China nets 680 fugitives in anti-graft drive

China nets 680 fugitives in anti-graft drive

Since July, when the Chinese authorities launched Fox Hunt, an operation to track down economic fugitives and confiscate their ill-gotten assets, 680 suspects have been brought back from abroad to face trial, the Ministry of Public Security said on Thursday.

Of those, 290 were forcibly captured by the police, while 390 others in 69 countries and regions were persuaded to return to China and confess their crimes-four times more than in 2013, according to the ministry.

The police brought back 13 corrupt officials who had fled to other countries, including Wang Guoqiang, former Party chief of Fengcheng, Liaoning province, to face justice after he spent two years on the run in the United States following a corruption scandal. Several billion yuan that had been illegally transferred abroad was also recovered, the ministry said.

"A number of suspects have been transferred to prosecutors to face trial," said Liu Dong, deputy director of the ministry's economic crimes investigation bureau. "The courts will also decide how seized assets should be handled."

When Fox Hunt began, the police provided a priority list of alleged economic suspects to the law enforcement authorities of 90 countries and regions, asking for assistance. Most actively cooperated in the investigation and repatriation of fugitives, said Meng Qingfeng, director of the ministry's economic crimes investigation bureau.

"The six-month drive, supported by 70 special investigation teams, has been a major breakthrough in the country's wide-ranging crackdown on corruption," he said.

He said police officers have netted many fugitives from Southeast Asian and African countries. For the first time, many suspects have also been brought back from places like Fiji and Spain.

In addition, the US, Canada and Australia are cooperating with China in the hunt for suspects and stolen assets, he said. The police have brought back more than 80 fugitives, including many corrupt officials, from those three countries since July, a sharp increase compared with the last 10 years.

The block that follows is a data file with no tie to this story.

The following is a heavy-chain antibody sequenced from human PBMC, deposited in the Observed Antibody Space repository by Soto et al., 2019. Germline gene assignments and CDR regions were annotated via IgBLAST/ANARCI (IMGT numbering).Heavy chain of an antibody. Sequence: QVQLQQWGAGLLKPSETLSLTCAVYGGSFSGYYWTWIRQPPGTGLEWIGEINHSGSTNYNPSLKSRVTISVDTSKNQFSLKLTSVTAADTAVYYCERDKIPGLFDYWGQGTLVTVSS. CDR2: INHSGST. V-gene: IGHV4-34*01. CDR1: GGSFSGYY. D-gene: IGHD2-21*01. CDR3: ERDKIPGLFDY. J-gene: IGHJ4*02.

Liu said Chinese authorities will negotiate with their US counterparts "on major cases and work closely on some individual cases".

Moreover, he said, China and Australia will enhance their exchange of financial intelligence to track illegal funds that corrupt Chinese officials transferred to Australia, as well as to combat money-laundering crimes.

Although some progress has been made, Liu acknowledged that practical challenges remain. It can be difficult, for example, to confiscate assets a suspect sent abroad "due to legal obstacles and different legal procedures", he said.

Moreover, law enforcement and judicial authorities in some Western countries, such as the US or Australia, also seem prejudiced against the Chinese legal system and its procedures, and they mistakenly believe "Chinese judicial officers will torture the suspects and unfairly prosecute them," he said.

"Although the Fox Hunt action has temporarily ended, we will continue looking for fugitives who are still at large in foreign countries," Liu said.

The opportunity should be seized to build up resources and expand channels with other countries to bring more fugitives back to face trial, he said.

According to Huang Feng, a law professor at Beijing Normal University, the priority is to "cultivate professional law enforcement officers who are familiar with international conventions and laws".

"In addition, our judicial organs should focus on grasping solid evidence and completing the chain of evidence before flying abroad to capture fugitives and confiscate assets," he said.

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